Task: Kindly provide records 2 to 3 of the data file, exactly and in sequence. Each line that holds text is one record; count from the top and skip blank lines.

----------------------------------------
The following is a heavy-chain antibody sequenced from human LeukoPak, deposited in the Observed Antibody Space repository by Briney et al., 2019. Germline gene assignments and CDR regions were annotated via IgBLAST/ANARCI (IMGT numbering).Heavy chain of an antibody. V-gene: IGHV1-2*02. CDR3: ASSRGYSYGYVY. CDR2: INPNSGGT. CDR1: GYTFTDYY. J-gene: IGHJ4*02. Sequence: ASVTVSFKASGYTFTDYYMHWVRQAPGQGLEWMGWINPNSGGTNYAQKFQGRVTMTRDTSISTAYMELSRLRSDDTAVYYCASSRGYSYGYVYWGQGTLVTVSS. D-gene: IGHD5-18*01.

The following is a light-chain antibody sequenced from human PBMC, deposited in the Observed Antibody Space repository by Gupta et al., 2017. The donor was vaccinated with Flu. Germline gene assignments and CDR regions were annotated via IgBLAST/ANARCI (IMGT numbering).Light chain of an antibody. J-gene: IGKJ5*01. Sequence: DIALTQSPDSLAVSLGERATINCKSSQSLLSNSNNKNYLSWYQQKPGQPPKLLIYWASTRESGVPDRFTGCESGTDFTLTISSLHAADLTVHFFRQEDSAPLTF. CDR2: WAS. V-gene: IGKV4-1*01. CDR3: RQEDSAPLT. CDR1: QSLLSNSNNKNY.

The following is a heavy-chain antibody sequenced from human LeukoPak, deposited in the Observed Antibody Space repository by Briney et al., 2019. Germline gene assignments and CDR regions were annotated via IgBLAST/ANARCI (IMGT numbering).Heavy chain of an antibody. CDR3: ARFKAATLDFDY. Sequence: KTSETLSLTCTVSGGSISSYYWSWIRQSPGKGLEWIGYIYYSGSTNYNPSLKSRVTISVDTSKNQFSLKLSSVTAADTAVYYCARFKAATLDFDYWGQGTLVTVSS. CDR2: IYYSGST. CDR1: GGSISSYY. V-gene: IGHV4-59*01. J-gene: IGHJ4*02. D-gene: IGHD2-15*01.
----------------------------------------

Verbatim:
The following is a light-chain antibody sequenced from human PBMC, deposited in the Observed Antibody Space repository by Gupta et al., 2017. The donor was vaccinated with Flu. Germline gene assignments and CDR regions were annotated via IgBLAST/ANARCI (IMGT numbering).Light chain of an antibody. J-gene: IGKJ5*01. Sequence: DIALTQSPDSLAVSLGERATINCKSSQSLLSNSNNKNYLSWYQQKPGQPPKLLIYWASTRESGVPDRFTGCESGTDFTLTISSLHAADLTVHFFRQEDSAPLTF. CDR2: WAS. V-gene: IGKV4-1*01. CDR3: RQEDSAPLT. CDR1: QSLLSNSNNKNY.

The following is a heavy-chain antibody sequenced from human LeukoPak, deposited in the Observed Antibody Space repository by Briney et al., 2019. Germline gene assignments and CDR regions were annotated via IgBLAST/ANARCI (IMGT numbering).Heavy chain of an antibody. CDR3: ARFKAATLDFDY. Sequence: KTSETLSLTCTVSGGSISSYYWSWIRQSPGKGLEWIGYIYYSGSTNYNPSLKSRVTISVDTSKNQFSLKLSSVTAADTAVYYCARFKAATLDFDYWGQGTLVTVSS. CDR2: IYYSGST. CDR1: GGSISSYY. V-gene: IGHV4-59*01. J-gene: IGHJ4*02. D-gene: IGHD2-15*01.